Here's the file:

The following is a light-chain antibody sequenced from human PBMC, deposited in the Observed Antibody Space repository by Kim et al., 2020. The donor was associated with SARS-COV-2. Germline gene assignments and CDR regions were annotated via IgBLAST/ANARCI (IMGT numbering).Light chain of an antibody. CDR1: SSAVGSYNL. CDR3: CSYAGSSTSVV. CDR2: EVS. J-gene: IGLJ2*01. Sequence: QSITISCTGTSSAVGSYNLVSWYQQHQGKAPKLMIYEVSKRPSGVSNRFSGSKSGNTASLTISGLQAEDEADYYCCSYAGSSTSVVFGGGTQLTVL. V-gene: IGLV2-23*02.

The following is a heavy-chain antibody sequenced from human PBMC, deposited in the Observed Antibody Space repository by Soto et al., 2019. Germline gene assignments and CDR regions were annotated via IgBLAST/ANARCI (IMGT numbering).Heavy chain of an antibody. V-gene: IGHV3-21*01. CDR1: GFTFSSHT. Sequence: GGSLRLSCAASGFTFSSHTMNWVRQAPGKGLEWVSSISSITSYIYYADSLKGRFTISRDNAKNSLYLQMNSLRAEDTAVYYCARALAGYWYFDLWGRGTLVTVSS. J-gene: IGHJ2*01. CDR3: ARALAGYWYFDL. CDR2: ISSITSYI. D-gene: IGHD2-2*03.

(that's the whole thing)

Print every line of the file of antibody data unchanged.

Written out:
The following is a light-chain antibody sequenced from human PBMC, deposited in the Observed Antibody Space repository by Kim et al., 2020. The donor was associated with SARS-COV-2. Germline gene assignments and CDR regions were annotated via IgBLAST/ANARCI (IMGT numbering).Light chain of an antibody. CDR1: SSAVGSYNL. CDR3: CSYAGSSTSVV. CDR2: EVS. J-gene: IGLJ2*01. Sequence: QSITISCTGTSSAVGSYNLVSWYQQHQGKAPKLMIYEVSKRPSGVSNRFSGSKSGNTASLTISGLQAEDEADYYCCSYAGSSTSVVFGGGTQLTVL. V-gene: IGLV2-23*02.

The following is a heavy-chain antibody sequenced from human PBMC, deposited in the Observed Antibody Space repository by Soto et al., 2019. Germline gene assignments and CDR regions were annotated via IgBLAST/ANARCI (IMGT numbering).Heavy chain of an antibody. V-gene: IGHV3-21*01. CDR1: GFTFSSHT. Sequence: GGSLRLSCAASGFTFSSHTMNWVRQAPGKGLEWVSSISSITSYIYYADSLKGRFTISRDNAKNSLYLQMNSLRAEDTAVYYCARALAGYWYFDLWGRGTLVTVSS. J-gene: IGHJ2*01. CDR3: ARALAGYWYFDL. CDR2: ISSITSYI. D-gene: IGHD2-2*03.